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Busch embraces the role of BMS favorite

Jeff Birchfield • Apr 4, 2019 at 4:22 PM

BRISTOL — Kyle Busch doesn’t want it any other way.

The driver of the No. 18 Joe Gibbs Racing Toyota knows he’s the favorite anytime he straps into a race car at Bristol Motor Speedway.

It’s one thing to be the man to beat, but another to back it up as he did in last year’s Food City 500. Busch has seven Monster Energy Cup Series wins at the high-banked short track and 53 career Cup wins overall, one behind Lee Petty for 10th place on NASCAR’s all-time win list.

“It means a lot to come to Bristol, a place where everybody expects you to do so well, expects you to win, that we're able to get one,” Busch said after last year’s win. “I wasn't sure there late in the going with 50 (laps) to go with the vibrations and everything that I was feeling that I was going to be able to have a shot. I wasn't sure if we were going to go green the rest of the way or what was going to happen.”

Circumstances worked out for Busch and then it was the dogged determination the 2015 NASCAR champion is known for that gave him the opportunity to catch leader Kyle Larson. He restarted on the slower inside lane and got into the rubber marbles as Larson first drove away.

“I got down into some of those marbles, and then when Larson launched and took off, I was just spinning the tires,” said Busch, who owns a track-record 21 victories at Bristol. “I struggled really bad on the restart. I thought that's where I lost it.

“I just put my head down and tried to get back going, just tried to chase those guys back down and do what I could to get there. Larson looked loose. It looked like he was kind of battling it there for a little bit. The 17 (Ricky Stenhouse Jr.) got to him first, and then I got to the 17 and was able to get by him and then get back up and catch Larson again.”

Once behind Larson’s No. 42 Chevrolet, Busch executed the classic bump-and-run to move Larson out of the way and take the lead. He got enough of a margin where Larson wasn’t able to retaliate. In a move that has made him a villain to many, but a hero to others, there wasn’t any hesitation by Busch to use the front bumper.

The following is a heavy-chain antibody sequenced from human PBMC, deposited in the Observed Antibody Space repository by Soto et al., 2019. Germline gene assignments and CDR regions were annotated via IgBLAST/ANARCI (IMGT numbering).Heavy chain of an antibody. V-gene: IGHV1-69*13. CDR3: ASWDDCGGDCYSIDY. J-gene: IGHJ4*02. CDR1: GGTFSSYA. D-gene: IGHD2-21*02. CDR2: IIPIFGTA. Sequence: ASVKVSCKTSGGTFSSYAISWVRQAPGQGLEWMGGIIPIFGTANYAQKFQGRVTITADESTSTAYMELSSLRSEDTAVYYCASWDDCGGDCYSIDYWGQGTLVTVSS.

“When it comes down to the end, it's crunch time, you've got to go,” Busch said. “I wasn't sure if I made my move too soon. But our car was fast enough that Larson never had a shot to get back to us to repay the favor. It was a pretty good race — I thought it was pretty fun.”

The fans did as well, ranking it as one of the best races of the 2018 season.

Recently, as he passed the 200-win milestone for NASCAR’s three national series (Cup, Xfinity and Trucks), Busch was asked about the fans’ reaction to him. He pointed to drivers like Dale Earnhardt, Jeff Gordon and Jimmie Johnson being booed by the fans.

While there is still a large chorus of boos during driver introductions, Busch has slowly noticed a change in the fans’ reaction.

“I feel like my fan base has been picking up over the years,” he said. “I turned off plenty in the early years. You’re never going to change those minds, which is fine.

“There’s certainly some turning the corner a little bit as seeing more of who I am today. Overall, I think winning helps that. I have to give a shout out to Rowdy Nation fans that have been with me since the beginning. Those are the core group that I am certainly very appreciative of, that are very passionate about me.”

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